40. Drawbridge

An ad's journey from screen to screen.

Founder: Kamakshi Sivaramakrishnan (CEO)
Launched: 2010
Headquarters: San Mateo, California
$53.7 million
Valuation: $230 million (PitchBook)
Key technologies:
Artificial intelligence, machine learning
Ad targeting, digital marketing

George Kavallines | CNBC

San Mateo, California-based Drawbridge uses A.I. and machine learning to build solutions that enable brands to create personalized experiences for their customers. It does this by allowing companies to identify the multiple devices (phone, laptop, tablet) that are most likely being used by the same person. This enables brands to better target their ads and messaging. So, for instance, if a company is using Drawbridge's technology, the activity you're (anonymously) engaged in on your desktop or laptop could influence the ads you see pushed out to you on your smartphone. If you then make a purchase on your laptop, Drawbridge can tell the advertiser which ad prompted you to do so. The company is also pairing that cross-device data with offline purchases as well. In other words, it can determine if a mobile ad pushed you to buy something in a brick-and-mortar store.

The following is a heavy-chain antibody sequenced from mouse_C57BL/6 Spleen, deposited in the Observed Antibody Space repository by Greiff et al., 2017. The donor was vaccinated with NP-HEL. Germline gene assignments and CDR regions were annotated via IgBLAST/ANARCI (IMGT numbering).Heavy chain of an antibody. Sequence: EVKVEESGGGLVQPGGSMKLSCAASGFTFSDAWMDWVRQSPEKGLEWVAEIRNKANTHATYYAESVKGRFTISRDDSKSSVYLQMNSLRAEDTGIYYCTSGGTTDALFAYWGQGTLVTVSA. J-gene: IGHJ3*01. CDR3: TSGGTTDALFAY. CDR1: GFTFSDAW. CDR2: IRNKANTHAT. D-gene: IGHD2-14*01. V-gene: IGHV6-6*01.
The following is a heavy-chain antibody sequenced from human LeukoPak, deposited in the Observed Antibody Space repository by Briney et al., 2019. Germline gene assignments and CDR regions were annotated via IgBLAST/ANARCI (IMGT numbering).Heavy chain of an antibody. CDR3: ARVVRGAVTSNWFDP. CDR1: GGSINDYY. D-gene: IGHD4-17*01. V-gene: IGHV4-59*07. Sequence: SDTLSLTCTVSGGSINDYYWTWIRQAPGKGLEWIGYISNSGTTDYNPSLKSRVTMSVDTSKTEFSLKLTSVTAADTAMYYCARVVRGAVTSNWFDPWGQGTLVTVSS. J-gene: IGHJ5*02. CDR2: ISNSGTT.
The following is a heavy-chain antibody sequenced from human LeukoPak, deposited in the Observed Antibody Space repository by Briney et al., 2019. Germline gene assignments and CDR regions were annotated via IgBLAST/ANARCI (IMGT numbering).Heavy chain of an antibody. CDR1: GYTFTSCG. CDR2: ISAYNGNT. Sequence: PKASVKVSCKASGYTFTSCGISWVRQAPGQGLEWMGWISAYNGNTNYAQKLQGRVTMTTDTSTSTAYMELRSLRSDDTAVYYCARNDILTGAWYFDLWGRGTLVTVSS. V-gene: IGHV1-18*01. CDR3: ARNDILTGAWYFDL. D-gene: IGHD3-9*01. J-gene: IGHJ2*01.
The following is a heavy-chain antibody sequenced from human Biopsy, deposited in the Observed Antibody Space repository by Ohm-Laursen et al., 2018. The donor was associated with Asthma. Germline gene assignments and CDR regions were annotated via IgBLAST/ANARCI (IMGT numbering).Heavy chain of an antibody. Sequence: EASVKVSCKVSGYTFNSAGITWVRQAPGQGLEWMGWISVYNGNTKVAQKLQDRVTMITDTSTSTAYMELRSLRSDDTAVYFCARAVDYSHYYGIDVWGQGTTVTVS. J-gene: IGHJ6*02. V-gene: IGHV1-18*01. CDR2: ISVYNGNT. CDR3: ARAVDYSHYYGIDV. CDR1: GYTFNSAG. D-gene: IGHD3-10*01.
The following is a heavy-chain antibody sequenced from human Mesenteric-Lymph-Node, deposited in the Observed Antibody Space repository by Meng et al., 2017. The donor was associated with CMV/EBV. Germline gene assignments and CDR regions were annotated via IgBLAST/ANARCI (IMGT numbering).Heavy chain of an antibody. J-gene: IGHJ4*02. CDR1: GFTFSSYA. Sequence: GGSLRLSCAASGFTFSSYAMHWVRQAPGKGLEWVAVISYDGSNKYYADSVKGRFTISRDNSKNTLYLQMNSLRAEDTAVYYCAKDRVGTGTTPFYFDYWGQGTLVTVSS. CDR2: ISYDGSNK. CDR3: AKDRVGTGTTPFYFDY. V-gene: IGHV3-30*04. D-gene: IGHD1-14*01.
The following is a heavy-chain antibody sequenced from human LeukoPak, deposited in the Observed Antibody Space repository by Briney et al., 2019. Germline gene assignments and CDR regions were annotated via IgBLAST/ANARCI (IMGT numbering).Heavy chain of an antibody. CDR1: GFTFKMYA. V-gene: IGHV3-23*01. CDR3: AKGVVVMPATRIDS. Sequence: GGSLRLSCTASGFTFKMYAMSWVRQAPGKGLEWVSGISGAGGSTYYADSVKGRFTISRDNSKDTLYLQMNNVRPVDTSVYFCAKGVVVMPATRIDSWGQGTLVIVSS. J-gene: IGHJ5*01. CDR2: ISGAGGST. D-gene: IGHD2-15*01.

Read More: FULL LIST: 2018 DISRUPTOR 50

Founder and CEO Sivaramakrishnan was the chief scientist at Admob (acquired by Google in 2009 for $750 million) before she started Drawbridge in 2010. The company says its customers include retailers, restaurant chains, consumer electronics, health-care systems and state tourism boards. So far, Drawbridge has attracted money from the biggest names in venture capital: Kleiner Perkins Caufield & Byers and Sequoia Capital are among the firms that have invested a little more than $53 million in the company. This includes a July round of funding from the Japanese conglomerate Mitsui & Co. for $5.2 million. Mitsui is also acting as a strategic partner in Japan, where it will act as the commercial distributor of Drawbridge's identity solutions in the region.